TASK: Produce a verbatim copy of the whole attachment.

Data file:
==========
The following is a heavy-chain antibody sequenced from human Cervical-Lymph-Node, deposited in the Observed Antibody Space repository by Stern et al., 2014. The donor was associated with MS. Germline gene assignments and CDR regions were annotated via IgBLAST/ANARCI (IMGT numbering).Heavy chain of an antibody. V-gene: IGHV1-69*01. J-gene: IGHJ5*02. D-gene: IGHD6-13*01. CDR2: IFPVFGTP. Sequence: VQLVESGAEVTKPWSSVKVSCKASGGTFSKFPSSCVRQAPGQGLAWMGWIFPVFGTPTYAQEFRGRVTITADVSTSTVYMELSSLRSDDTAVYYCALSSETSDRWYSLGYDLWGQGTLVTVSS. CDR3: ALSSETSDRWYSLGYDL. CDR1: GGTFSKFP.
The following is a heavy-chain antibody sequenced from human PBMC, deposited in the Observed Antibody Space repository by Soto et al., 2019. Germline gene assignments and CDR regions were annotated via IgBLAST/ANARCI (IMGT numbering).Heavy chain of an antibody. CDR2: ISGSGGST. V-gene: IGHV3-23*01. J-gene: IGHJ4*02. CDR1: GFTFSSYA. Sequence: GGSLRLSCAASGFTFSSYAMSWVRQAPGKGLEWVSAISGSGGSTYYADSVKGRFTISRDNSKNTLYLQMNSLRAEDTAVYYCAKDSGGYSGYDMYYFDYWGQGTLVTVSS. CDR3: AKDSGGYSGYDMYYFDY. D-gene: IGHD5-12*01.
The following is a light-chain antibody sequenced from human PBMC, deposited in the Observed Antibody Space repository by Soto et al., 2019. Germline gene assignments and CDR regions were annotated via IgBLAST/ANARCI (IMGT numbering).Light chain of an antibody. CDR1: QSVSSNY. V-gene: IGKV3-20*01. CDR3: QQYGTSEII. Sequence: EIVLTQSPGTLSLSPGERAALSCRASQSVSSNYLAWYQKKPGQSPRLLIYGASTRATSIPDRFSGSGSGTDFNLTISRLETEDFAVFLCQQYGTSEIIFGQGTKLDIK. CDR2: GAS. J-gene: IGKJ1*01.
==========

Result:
The following is a heavy-chain antibody sequenced from human Cervical-Lymph-Node, deposited in the Observed Antibody Space repository by Stern et al., 2014. The donor was associated with MS. Germline gene assignments and CDR regions were annotated via IgBLAST/ANARCI (IMGT numbering).Heavy chain of an antibody. V-gene: IGHV1-69*01. J-gene: IGHJ5*02. D-gene: IGHD6-13*01. CDR2: IFPVFGTP. Sequence: VQLVESGAEVTKPWSSVKVSCKASGGTFSKFPSSCVRQAPGQGLAWMGWIFPVFGTPTYAQEFRGRVTITADVSTSTVYMELSSLRSDDTAVYYCALSSETSDRWYSLGYDLWGQGTLVTVSS. CDR3: ALSSETSDRWYSLGYDL. CDR1: GGTFSKFP.
The following is a heavy-chain antibody sequenced from human PBMC, deposited in the Observed Antibody Space repository by Soto et al., 2019. Germline gene assignments and CDR regions were annotated via IgBLAST/ANARCI (IMGT numbering).Heavy chain of an antibody. CDR2: ISGSGGST. V-gene: IGHV3-23*01. J-gene: IGHJ4*02. CDR1: GFTFSSYA. Sequence: GGSLRLSCAASGFTFSSYAMSWVRQAPGKGLEWVSAISGSGGSTYYADSVKGRFTISRDNSKNTLYLQMNSLRAEDTAVYYCAKDSGGYSGYDMYYFDYWGQGTLVTVSS. CDR3: AKDSGGYSGYDMYYFDY. D-gene: IGHD5-12*01.
The following is a light-chain antibody sequenced from human PBMC, deposited in the Observed Antibody Space repository by Soto et al., 2019. Germline gene assignments and CDR regions were annotated via IgBLAST/ANARCI (IMGT numbering).Light chain of an antibody. CDR1: QSVSSNY. V-gene: IGKV3-20*01. CDR3: QQYGTSEII. Sequence: EIVLTQSPGTLSLSPGERAALSCRASQSVSSNYLAWYQKKPGQSPRLLIYGASTRATSIPDRFSGSGSGTDFNLTISRLETEDFAVFLCQQYGTSEIIFGQGTKLDIK. CDR2: GAS. J-gene: IGKJ1*01.